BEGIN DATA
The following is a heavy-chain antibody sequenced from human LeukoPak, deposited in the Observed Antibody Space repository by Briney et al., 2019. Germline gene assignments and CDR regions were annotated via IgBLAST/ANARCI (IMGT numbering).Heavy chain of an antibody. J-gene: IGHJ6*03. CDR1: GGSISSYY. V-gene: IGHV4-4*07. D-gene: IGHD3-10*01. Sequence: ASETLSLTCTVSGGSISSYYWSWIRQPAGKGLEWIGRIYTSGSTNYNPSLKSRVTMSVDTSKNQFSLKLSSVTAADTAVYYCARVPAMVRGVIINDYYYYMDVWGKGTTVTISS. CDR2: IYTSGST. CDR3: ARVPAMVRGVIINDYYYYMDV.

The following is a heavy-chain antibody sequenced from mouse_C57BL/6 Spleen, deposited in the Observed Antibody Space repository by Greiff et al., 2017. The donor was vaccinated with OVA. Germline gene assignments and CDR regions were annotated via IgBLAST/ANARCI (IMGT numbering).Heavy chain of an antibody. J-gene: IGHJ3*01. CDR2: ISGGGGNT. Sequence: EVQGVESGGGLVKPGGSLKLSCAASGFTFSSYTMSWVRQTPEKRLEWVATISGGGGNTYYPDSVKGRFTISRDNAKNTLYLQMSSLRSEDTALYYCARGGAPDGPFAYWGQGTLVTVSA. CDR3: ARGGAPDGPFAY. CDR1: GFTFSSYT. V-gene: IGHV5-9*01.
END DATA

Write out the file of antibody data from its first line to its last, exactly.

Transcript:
The following is a heavy-chain antibody sequenced from human LeukoPak, deposited in the Observed Antibody Space repository by Briney et al., 2019. Germline gene assignments and CDR regions were annotated via IgBLAST/ANARCI (IMGT numbering).Heavy chain of an antibody. J-gene: IGHJ6*03. CDR1: GGSISSYY. V-gene: IGHV4-4*07. D-gene: IGHD3-10*01. Sequence: ASETLSLTCTVSGGSISSYYWSWIRQPAGKGLEWIGRIYTSGSTNYNPSLKSRVTMSVDTSKNQFSLKLSSVTAADTAVYYCARVPAMVRGVIINDYYYYMDVWGKGTTVTISS. CDR2: IYTSGST. CDR3: ARVPAMVRGVIINDYYYYMDV.

The following is a heavy-chain antibody sequenced from mouse_C57BL/6 Spleen, deposited in the Observed Antibody Space repository by Greiff et al., 2017. The donor was vaccinated with OVA. Germline gene assignments and CDR regions were annotated via IgBLAST/ANARCI (IMGT numbering).Heavy chain of an antibody. J-gene: IGHJ3*01. CDR2: ISGGGGNT. Sequence: EVQGVESGGGLVKPGGSLKLSCAASGFTFSSYTMSWVRQTPEKRLEWVATISGGGGNTYYPDSVKGRFTISRDNAKNTLYLQMSSLRSEDTALYYCARGGAPDGPFAYWGQGTLVTVSA. CDR3: ARGGAPDGPFAY. CDR1: GFTFSSYT. V-gene: IGHV5-9*01.